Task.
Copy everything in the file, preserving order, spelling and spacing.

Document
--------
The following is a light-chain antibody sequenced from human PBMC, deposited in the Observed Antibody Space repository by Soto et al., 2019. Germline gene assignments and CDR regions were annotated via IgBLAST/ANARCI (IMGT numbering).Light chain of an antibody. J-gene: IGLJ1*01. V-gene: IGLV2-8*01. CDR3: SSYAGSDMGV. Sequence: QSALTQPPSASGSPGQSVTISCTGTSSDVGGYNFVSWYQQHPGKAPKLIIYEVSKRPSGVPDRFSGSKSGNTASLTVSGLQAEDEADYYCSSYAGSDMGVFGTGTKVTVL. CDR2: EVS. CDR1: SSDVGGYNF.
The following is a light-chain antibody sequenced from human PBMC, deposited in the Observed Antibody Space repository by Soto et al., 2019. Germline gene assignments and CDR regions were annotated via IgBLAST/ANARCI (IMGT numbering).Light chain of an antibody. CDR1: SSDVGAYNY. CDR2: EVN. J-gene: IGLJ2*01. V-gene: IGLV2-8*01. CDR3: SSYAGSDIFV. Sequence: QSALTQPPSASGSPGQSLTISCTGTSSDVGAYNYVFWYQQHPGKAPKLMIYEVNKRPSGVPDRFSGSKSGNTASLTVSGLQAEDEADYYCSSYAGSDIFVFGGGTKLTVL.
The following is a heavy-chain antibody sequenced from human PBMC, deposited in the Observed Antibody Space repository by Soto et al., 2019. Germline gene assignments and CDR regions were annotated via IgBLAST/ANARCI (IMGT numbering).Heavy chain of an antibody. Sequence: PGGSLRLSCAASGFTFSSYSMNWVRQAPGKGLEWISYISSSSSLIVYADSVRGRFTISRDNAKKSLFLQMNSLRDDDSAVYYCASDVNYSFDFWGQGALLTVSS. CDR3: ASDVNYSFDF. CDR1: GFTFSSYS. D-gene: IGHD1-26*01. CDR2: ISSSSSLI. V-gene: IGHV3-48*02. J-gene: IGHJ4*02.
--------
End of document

The following is a light-chain antibody sequenced from human PBMC, deposited in the Observed Antibody Space repository by Soto et al., 2019. Germline gene assignments and CDR regions were annotated via IgBLAST/ANARCI (IMGT numbering).Light chain of an antibody. J-gene: IGLJ1*01. V-gene: IGLV2-8*01. CDR3: SSYAGSDMGV. Sequence: QSALTQPPSASGSPGQSVTISCTGTSSDVGGYNFVSWYQQHPGKAPKLIIYEVSKRPSGVPDRFSGSKSGNTASLTVSGLQAEDEADYYCSSYAGSDMGVFGTGTKVTVL. CDR2: EVS. CDR1: SSDVGGYNF.
The following is a light-chain antibody sequenced from human PBMC, deposited in the Observed Antibody Space repository by Soto et al., 2019. Germline gene assignments and CDR regions were annotated via IgBLAST/ANARCI (IMGT numbering).Light chain of an antibody. CDR1: SSDVGAYNY. CDR2: EVN. J-gene: IGLJ2*01. V-gene: IGLV2-8*01. CDR3: SSYAGSDIFV. Sequence: QSALTQPPSASGSPGQSLTISCTGTSSDVGAYNYVFWYQQHPGKAPKLMIYEVNKRPSGVPDRFSGSKSGNTASLTVSGLQAEDEADYYCSSYAGSDIFVFGGGTKLTVL.
The following is a heavy-chain antibody sequenced from human PBMC, deposited in the Observed Antibody Space repository by Soto et al., 2019. Germline gene assignments and CDR regions were annotated via IgBLAST/ANARCI (IMGT numbering).Heavy chain of an antibody. Sequence: PGGSLRLSCAASGFTFSSYSMNWVRQAPGKGLEWISYISSSSSLIVYADSVRGRFTISRDNAKKSLFLQMNSLRDDDSAVYYCASDVNYSFDFWGQGALLTVSS. CDR3: ASDVNYSFDF. CDR1: GFTFSSYS. D-gene: IGHD1-26*01. CDR2: ISSSSSLI. V-gene: IGHV3-48*02. J-gene: IGHJ4*02.